Looking for Yesterday - Marcia Muller This is the first Sharon McCone mystery I've read in some time and it was like meeting a friend you've lost touch with. You're happy to see they're happy and essentially unchanged (and haven't become a Republican and/or religious evangelical), but you're a little overwhelmed by how much history now separates you. I did enjoy the mystery, where the private detective must solve the murder of a woman everyone believes is guilty of another woman, and I like that she has the help of a very extensive network of friends, family and business partners, even as she suffers misfortunes that would discourage any ordinary person. Highly recommended.

Story of England

The Story of England - Michael Wood Such an amazing book. Such an amazingly long, detailed book. Such an amazing glimpse into people’s lives in one small cluster of English villages from the Norman Conquest to the present day. It makes a wonderful companion to the TV series of the same name, which understandably sprints through history. The continuity of life, names, customs, professions and statuses is the principal joy of the book.You get to see how the same family names appear again and again throughout the centuries and how fortunes rise and fall and how. Yes, it can be a bit tedious at times, but never a fault of the writing. A thousand years of history just can be a bit much for most of us to comprehend.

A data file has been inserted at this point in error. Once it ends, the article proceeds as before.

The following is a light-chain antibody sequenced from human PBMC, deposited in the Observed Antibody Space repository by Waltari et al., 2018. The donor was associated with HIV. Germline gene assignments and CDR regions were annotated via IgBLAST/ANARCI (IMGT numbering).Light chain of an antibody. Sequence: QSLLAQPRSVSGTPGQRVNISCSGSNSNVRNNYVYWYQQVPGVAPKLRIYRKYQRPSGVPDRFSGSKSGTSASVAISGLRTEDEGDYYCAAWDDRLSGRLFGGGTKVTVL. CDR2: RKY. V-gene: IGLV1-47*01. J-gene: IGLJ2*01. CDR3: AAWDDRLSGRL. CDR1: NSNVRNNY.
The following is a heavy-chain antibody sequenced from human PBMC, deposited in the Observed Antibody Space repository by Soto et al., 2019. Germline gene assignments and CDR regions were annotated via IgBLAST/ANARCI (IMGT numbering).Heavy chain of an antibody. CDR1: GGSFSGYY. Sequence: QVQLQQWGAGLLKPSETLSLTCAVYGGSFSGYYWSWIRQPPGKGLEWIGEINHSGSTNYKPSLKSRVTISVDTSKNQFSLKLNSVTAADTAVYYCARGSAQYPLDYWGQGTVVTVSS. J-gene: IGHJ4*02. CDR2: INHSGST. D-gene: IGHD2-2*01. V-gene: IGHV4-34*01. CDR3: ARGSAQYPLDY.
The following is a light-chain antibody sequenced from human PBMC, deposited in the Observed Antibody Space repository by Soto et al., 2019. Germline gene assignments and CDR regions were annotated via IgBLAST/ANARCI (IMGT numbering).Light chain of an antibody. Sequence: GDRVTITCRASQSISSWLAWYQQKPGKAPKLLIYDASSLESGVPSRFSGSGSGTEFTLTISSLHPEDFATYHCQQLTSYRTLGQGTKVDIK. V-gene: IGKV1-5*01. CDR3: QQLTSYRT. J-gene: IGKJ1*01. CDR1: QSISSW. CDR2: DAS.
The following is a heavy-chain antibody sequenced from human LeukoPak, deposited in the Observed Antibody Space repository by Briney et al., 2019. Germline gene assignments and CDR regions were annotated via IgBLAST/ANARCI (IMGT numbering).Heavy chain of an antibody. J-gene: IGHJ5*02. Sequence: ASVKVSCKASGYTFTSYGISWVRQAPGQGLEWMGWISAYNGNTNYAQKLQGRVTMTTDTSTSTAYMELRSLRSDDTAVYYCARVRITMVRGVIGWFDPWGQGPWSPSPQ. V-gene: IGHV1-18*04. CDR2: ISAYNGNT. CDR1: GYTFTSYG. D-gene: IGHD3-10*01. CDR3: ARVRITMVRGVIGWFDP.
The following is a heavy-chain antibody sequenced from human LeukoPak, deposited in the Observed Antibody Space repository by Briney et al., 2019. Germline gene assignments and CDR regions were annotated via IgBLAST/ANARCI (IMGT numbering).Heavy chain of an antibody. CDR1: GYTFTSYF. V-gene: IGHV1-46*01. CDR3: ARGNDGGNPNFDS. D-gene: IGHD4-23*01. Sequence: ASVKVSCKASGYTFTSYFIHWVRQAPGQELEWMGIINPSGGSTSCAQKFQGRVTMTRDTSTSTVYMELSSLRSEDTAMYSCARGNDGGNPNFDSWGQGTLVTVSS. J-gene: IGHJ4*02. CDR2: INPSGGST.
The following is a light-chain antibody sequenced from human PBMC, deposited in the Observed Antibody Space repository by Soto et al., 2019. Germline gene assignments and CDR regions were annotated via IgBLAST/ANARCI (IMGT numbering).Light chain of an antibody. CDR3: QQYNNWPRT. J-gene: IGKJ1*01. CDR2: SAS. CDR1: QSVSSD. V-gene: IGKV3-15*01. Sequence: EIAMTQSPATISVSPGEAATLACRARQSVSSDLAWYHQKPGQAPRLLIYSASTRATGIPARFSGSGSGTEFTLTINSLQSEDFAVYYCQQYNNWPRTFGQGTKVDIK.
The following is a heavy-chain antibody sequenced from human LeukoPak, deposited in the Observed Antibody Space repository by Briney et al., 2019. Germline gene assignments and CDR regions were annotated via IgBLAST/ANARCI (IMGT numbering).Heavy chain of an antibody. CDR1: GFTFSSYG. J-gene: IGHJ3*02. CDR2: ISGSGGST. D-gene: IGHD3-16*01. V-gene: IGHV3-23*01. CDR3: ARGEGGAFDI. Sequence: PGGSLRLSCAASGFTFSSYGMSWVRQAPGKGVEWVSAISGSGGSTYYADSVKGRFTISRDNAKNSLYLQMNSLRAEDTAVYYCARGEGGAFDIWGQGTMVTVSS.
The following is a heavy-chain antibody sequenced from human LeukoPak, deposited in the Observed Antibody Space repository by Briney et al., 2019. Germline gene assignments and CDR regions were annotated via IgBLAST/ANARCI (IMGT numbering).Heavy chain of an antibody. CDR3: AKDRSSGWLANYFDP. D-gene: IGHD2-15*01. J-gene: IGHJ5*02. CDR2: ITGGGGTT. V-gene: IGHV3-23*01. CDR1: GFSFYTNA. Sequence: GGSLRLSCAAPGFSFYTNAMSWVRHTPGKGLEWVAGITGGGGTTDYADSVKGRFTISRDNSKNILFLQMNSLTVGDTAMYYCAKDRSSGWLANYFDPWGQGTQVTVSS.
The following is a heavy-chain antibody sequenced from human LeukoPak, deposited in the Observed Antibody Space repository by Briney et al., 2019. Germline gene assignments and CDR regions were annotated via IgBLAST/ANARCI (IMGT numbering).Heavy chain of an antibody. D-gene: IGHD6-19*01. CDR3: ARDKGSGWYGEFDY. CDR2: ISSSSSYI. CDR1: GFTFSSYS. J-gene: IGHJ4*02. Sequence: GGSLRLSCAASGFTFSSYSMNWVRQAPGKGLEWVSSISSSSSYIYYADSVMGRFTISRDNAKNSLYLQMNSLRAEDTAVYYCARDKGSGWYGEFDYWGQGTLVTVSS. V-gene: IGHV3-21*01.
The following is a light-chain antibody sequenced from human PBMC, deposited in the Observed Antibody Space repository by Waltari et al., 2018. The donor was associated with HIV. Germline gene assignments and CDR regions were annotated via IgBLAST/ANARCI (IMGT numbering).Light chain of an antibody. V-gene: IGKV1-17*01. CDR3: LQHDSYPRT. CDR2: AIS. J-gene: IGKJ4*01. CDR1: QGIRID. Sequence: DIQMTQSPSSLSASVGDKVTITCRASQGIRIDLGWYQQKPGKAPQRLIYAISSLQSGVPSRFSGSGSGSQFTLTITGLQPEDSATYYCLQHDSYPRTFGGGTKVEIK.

Niedermayer & Hart